Wages increase in Topeka as companies vie for employees, recent grads

Ty’Rese Mendez still had three months left of classes at Washburn University.

He was majoring in music education and had done his student teaching at 450 Shawnee Heights Unified School District.

Mendez put in an application with the district for full-time employment after graduation. He quickly received an offer.

“I had a lot of opportunities just because teachers are quitting all over the place,” he said.

This summer, Mendez is teaching students in kindergarten through fifth grade at a summer band and orchestra camp for Shawnee Heights.

“COVID really opened everyone’s eyes to what they really want to do,” he said. “It sucks that there’s a bunch of teachers that are realizing they don’t want to teach, but it just goes to show us that we need to focus on education.”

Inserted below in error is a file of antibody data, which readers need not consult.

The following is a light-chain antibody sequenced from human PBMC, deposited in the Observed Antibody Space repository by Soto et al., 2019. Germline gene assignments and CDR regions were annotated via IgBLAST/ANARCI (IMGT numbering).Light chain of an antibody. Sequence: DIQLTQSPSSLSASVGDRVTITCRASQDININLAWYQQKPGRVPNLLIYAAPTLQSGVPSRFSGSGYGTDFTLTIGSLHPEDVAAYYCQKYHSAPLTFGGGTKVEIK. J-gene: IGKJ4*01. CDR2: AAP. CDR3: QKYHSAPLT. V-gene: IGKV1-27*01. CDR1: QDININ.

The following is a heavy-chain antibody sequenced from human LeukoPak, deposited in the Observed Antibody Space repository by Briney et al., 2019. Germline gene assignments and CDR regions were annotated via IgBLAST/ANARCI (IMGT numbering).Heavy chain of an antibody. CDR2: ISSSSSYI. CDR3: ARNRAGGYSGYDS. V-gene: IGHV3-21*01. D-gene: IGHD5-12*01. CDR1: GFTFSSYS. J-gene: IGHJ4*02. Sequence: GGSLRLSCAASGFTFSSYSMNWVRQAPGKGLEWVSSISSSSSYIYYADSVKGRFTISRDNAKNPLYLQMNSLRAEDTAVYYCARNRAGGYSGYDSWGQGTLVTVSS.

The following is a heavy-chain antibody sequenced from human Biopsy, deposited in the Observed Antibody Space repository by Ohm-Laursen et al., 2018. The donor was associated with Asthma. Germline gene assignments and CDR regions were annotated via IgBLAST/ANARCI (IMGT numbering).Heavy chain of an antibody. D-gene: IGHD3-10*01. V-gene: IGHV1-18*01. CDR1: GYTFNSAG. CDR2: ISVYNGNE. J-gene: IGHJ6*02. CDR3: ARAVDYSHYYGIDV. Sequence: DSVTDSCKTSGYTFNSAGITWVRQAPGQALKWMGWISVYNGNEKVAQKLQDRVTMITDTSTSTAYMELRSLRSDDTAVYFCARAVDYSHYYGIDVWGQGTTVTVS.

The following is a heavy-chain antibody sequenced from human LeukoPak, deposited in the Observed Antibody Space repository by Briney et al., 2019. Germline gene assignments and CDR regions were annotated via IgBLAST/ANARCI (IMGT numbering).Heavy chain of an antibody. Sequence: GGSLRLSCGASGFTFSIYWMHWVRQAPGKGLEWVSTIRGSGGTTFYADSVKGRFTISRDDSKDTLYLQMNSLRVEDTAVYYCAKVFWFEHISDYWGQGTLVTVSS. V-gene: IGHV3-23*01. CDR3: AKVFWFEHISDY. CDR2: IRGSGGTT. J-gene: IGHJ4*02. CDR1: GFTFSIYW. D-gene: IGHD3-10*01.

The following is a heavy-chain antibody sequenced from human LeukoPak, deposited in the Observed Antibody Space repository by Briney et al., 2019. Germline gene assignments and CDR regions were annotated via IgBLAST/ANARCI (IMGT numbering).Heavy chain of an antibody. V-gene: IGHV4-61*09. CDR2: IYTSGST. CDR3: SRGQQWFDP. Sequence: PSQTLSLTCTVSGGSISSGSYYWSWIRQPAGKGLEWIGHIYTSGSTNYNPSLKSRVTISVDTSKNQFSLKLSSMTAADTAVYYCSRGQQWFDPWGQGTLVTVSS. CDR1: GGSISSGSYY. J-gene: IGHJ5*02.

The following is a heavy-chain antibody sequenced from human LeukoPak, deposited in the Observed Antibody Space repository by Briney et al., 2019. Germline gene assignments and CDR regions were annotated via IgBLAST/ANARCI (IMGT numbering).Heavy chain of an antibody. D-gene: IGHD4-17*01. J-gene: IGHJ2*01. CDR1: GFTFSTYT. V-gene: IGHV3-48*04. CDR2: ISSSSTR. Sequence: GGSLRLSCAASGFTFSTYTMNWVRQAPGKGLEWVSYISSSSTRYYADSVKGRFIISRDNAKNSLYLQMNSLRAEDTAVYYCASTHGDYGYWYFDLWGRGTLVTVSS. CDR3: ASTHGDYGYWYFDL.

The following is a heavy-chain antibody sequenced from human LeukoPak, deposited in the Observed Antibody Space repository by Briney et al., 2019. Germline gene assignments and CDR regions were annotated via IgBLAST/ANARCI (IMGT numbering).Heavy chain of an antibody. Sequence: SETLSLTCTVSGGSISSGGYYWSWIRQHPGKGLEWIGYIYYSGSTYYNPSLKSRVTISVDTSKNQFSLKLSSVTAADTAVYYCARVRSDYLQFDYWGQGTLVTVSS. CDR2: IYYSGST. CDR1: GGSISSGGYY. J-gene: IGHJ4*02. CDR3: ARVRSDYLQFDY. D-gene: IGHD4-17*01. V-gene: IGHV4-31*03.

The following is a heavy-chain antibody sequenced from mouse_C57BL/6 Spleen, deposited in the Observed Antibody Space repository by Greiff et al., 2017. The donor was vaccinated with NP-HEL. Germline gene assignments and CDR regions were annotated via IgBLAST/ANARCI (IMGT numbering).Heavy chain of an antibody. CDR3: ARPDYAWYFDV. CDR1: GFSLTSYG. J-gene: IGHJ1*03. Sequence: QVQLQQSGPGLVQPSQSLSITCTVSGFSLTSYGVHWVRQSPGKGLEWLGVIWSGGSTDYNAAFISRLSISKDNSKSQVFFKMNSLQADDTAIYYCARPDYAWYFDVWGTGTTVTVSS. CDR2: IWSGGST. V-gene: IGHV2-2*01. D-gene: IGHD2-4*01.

More than two years after the COVID-19 pandemic brought the economy to a near standstill, the job market is at its hottest peak.

And job seekers are finding plenty of employment opportunities in Topeka and across Kansas.

Wages in Topeka are increasing to attract employees

Freddy Mawyin, senior economic advisor at the Greater Topeka Partnership, talks about the job market for Shawnee County and offers insights for job seekers.

Freddy Mawyin, Greater Topeka Partnership’s senior economic advisor, said overall wages are increasing in every industry.

“In fact, just in the last quarter, wages have increased by 3.5% in Shawnee County,” Mawyin said.

That gives leverage to the job seeker.

“Before, we usually see these employers mandating compensation and benefits,” Mawyn said. “Right now, it’s kind of flipped to where the employee has a lot more leverage in terms of those things.”

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